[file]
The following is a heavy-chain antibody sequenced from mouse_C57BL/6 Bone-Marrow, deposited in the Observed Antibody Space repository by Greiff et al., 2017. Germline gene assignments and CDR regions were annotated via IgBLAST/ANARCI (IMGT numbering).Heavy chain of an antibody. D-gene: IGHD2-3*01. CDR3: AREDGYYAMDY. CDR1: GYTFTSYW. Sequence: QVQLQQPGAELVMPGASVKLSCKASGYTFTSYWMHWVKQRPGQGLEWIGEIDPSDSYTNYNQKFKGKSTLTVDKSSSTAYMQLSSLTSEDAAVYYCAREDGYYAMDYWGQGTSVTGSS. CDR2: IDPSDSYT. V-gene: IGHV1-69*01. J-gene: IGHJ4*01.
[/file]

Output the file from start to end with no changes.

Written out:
The following is a heavy-chain antibody sequenced from mouse_C57BL/6 Bone-Marrow, deposited in the Observed Antibody Space repository by Greiff et al., 2017. Germline gene assignments and CDR regions were annotated via IgBLAST/ANARCI (IMGT numbering).Heavy chain of an antibody. D-gene: IGHD2-3*01. CDR3: AREDGYYAMDY. CDR1: GYTFTSYW. Sequence: QVQLQQPGAELVMPGASVKLSCKASGYTFTSYWMHWVKQRPGQGLEWIGEIDPSDSYTNYNQKFKGKSTLTVDKSSSTAYMQLSSLTSEDAAVYYCAREDGYYAMDYWGQGTSVTGSS. CDR2: IDPSDSYT. V-gene: IGHV1-69*01. J-gene: IGHJ4*01.